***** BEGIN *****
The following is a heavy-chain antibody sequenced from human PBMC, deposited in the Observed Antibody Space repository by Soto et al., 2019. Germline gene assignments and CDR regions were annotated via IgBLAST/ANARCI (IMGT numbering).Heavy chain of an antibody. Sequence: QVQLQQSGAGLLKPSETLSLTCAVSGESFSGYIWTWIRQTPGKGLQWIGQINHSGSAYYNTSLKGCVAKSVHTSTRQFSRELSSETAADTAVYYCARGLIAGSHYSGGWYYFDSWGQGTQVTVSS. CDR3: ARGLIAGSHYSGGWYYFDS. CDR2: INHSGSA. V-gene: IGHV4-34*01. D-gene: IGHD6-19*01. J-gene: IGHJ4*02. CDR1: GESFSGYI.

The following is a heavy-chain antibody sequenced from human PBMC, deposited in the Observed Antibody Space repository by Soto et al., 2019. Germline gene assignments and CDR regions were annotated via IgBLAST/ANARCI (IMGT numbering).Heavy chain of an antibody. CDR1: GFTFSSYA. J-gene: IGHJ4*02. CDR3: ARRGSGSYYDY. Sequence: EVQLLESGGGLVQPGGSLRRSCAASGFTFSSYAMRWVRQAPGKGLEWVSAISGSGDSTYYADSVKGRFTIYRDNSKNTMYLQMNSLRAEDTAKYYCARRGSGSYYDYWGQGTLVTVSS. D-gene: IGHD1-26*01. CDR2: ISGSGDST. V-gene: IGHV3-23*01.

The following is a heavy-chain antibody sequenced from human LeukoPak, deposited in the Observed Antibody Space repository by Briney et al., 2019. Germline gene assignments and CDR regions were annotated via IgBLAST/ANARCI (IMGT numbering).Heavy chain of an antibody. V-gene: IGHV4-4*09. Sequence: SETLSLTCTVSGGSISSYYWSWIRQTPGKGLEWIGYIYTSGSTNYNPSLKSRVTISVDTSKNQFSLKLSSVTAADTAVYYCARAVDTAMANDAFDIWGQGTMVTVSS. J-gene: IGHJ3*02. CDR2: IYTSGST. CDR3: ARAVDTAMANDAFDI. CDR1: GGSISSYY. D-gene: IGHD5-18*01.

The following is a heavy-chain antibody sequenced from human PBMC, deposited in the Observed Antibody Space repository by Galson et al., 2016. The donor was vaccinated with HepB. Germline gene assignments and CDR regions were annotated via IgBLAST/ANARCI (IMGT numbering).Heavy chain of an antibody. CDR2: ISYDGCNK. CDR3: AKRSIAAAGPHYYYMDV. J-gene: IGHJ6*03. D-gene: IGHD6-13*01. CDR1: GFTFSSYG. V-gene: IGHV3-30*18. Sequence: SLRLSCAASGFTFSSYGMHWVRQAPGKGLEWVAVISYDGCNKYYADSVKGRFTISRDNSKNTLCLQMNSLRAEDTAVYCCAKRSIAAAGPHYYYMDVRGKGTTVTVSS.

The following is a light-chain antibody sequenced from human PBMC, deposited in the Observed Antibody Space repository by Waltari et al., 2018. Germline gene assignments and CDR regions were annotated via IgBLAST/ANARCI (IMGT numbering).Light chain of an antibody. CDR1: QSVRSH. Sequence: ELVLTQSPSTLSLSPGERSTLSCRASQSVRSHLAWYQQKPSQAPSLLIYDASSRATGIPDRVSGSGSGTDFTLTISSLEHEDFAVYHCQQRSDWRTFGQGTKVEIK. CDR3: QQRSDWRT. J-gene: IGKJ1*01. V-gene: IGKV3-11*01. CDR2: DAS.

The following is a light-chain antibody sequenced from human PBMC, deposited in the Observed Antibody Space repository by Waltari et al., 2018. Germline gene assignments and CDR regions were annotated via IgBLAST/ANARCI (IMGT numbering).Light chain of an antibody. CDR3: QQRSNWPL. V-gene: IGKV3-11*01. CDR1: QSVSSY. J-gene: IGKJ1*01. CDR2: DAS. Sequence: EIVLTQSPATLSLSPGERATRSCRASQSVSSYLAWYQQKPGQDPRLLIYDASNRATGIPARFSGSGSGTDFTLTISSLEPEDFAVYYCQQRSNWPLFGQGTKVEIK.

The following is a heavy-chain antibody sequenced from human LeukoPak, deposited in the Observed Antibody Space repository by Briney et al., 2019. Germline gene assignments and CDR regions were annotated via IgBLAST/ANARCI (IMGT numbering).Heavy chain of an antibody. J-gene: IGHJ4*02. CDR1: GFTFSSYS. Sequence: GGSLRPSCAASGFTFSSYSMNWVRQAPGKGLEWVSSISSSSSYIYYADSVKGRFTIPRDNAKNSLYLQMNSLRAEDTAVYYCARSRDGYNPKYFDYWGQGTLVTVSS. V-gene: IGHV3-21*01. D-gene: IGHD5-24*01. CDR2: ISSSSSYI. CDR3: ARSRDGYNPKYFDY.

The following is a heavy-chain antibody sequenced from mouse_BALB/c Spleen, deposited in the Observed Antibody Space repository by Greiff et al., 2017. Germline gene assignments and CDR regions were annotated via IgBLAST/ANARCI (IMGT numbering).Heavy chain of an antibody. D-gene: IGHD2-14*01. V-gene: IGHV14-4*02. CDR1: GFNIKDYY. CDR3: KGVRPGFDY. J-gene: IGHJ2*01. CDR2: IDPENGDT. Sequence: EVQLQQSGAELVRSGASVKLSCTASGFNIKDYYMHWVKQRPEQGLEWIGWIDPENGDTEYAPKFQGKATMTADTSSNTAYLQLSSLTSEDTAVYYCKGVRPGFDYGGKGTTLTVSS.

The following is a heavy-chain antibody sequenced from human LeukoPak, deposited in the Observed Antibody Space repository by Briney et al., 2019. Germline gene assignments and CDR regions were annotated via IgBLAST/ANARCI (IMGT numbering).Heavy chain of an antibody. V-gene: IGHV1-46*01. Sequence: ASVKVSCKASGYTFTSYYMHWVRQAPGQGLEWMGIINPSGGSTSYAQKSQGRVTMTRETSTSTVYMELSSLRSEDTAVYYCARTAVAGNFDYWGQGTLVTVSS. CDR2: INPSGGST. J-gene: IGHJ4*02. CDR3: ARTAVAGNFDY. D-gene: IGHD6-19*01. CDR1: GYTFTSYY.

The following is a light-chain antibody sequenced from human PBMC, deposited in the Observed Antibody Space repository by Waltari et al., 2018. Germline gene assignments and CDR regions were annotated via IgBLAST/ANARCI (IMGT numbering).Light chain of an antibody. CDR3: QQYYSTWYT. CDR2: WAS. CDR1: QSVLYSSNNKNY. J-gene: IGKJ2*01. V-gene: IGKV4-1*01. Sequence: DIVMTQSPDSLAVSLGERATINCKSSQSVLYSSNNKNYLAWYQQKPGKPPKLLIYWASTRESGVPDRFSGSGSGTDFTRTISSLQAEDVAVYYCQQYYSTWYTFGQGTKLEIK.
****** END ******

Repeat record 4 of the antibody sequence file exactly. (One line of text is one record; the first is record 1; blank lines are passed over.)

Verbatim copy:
The following is a heavy-chain antibody sequenced from human PBMC, deposited in the Observed Antibody Space repository by Galson et al., 2016. The donor was vaccinated with HepB. Germline gene assignments and CDR regions were annotated via IgBLAST/ANARCI (IMGT numbering).Heavy chain of an antibody. CDR2: ISYDGCNK. CDR3: AKRSIAAAGPHYYYMDV. J-gene: IGHJ6*03. D-gene: IGHD6-13*01. CDR1: GFTFSSYG. V-gene: IGHV3-30*18. Sequence: SLRLSCAASGFTFSSYGMHWVRQAPGKGLEWVAVISYDGCNKYYADSVKGRFTISRDNSKNTLCLQMNSLRAEDTAVYCCAKRSIAAAGPHYYYMDVRGKGTTVTVSS.